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In 1904, New York nuns brought forty Irish orphans to a remote Arizona mining camp, to be placed with Mexican Catholic families. Soon the town's Anglos, furious at this "interracial" transgression, formed a vigilante squad that kidnapped the children and nearly lynched the nuns and the local priest. The Catholic Church sued to get its wards back, but the courts, including the U.S. Supreme Court, ruled in favor of the vigilantes. Linda Gordon brilliantly recreates and dissects, the tangled intersection of family and racial values, in a gripping story that resonates with today's conflicts over the "best interests of the child."

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Book Details

ISBN: 9780674005358
ISBN-10: 067400535X
Format: Paperback
(235mm x 155mm x 28mm)
Pages: 432
Imprint: Harvard University Press
Publisher: Harvard University Press
Publish Date: 22-Jun-2001
Country of Publication: United States

Other Editions

Reviews

US Kirkus Review » Microhistory at its best. Gordon (History/Univ. of Wisconsin-Madison) has long been a student of working-class and poor women, with a special interest in motherhood (Pitied But Not Entitled, 1994, traces the history of single mothers and welfare). Here she takes on some new challenges - narrative, the history of Spanish-speaking Americans, New Western history. Gordon began with great raw material: a gripping tale that sounds more like the plot of a TV mini-series than the subject of a university press book. In 1904, Catholic nuns in New York sent 40 Irish children on an "orphan train" to a small Arizona mining town, where they would be cared for by Catholic families - Mexican Catholic families. When the children arrived, the Anglo townsfolk were outraged by the idea that 40 white boys and girls were going to be placed with non-white families. Anglo women organized their men into a posse which kidnapped the children from the Mexican families. A trial followed, and the Arizona Territorial Supreme Court found in favor of the Anglos. Gordon, drawing on interviews, newspapers, and the court transcript, recreates the kidnapping and the ensuing courtroom drama in intoxicating detail. Along the way, Gordon cracks open a number of hot issues, from labor relations to women's roles. At the center is her exam/nation of the social construction of race; you won't find a more illuminating or nuanced discussion of the invention of whiteness than Gordon's. "The train ride," Gordon reminds us, "had transformed [the foundlings] from Irish to white." In early twentieth-century New York, Irish kids were no more "white" than Jewish or Italian children. But in Arizona, where the "other" was dark-skinned and spoke a language even more foreign to "white" ears than an Irish brogue, the children were suddenly as white as George Washington. Gordon has written the rare history book that readers won't be able to put down. (Kirkus Reviews)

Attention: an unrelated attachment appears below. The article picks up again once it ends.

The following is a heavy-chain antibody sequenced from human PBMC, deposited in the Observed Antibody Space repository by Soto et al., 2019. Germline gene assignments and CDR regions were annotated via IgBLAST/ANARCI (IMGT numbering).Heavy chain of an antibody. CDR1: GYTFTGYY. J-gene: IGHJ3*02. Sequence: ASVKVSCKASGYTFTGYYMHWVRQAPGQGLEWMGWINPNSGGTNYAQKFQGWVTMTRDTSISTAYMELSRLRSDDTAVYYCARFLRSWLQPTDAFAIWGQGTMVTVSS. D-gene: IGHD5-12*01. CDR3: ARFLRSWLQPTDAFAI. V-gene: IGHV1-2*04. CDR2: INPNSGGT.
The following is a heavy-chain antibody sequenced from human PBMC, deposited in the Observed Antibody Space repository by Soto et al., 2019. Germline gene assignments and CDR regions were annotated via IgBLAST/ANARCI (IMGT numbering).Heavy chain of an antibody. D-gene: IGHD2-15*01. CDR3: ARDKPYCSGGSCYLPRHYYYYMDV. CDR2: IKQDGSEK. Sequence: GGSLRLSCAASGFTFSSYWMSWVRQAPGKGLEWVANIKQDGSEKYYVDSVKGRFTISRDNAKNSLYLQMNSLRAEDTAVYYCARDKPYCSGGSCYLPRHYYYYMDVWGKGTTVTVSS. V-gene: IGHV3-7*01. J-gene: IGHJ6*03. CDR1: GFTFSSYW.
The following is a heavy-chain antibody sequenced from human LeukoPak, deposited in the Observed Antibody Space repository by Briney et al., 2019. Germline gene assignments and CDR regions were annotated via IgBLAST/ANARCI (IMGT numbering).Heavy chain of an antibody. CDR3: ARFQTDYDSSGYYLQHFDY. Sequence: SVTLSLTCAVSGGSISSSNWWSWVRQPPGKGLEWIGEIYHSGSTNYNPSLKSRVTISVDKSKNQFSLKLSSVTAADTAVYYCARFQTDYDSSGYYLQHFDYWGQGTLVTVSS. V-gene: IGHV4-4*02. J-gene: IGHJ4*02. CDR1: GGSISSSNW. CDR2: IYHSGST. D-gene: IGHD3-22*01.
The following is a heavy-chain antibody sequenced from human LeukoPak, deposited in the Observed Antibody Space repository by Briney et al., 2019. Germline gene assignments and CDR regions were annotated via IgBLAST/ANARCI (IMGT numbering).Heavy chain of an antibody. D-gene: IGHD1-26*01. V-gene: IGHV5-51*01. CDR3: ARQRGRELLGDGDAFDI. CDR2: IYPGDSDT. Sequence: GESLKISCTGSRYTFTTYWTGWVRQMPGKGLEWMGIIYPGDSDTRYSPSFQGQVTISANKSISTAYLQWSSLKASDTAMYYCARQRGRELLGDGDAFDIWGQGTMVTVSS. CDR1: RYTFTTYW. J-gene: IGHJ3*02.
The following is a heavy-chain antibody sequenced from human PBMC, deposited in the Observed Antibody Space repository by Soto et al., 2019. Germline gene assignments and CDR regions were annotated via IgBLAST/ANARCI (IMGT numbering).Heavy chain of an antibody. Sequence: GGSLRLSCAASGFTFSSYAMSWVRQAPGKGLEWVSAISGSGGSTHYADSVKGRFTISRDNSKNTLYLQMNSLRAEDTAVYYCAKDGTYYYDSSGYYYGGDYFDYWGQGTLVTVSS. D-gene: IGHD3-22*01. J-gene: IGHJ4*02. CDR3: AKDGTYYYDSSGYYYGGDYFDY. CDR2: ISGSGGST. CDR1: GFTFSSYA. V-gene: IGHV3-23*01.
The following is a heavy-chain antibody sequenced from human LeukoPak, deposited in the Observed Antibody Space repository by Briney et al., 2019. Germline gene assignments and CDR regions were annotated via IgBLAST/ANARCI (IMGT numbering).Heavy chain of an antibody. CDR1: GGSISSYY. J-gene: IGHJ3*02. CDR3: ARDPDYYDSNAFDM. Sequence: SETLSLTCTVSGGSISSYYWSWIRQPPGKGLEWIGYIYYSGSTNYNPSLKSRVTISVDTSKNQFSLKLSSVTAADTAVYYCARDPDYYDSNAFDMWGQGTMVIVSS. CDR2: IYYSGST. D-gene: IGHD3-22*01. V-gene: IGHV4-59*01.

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Author Biography - Linda Gordon

Linda Gordon is Professor of History at New York University. She is the author of the now classic history of birth control in America, Woman's Body, Woman's Right, and of Heroes of Their Own Lives: The Politics and History of Family Violence, winner of the Joan Kelly Prize for the best book in women's history.

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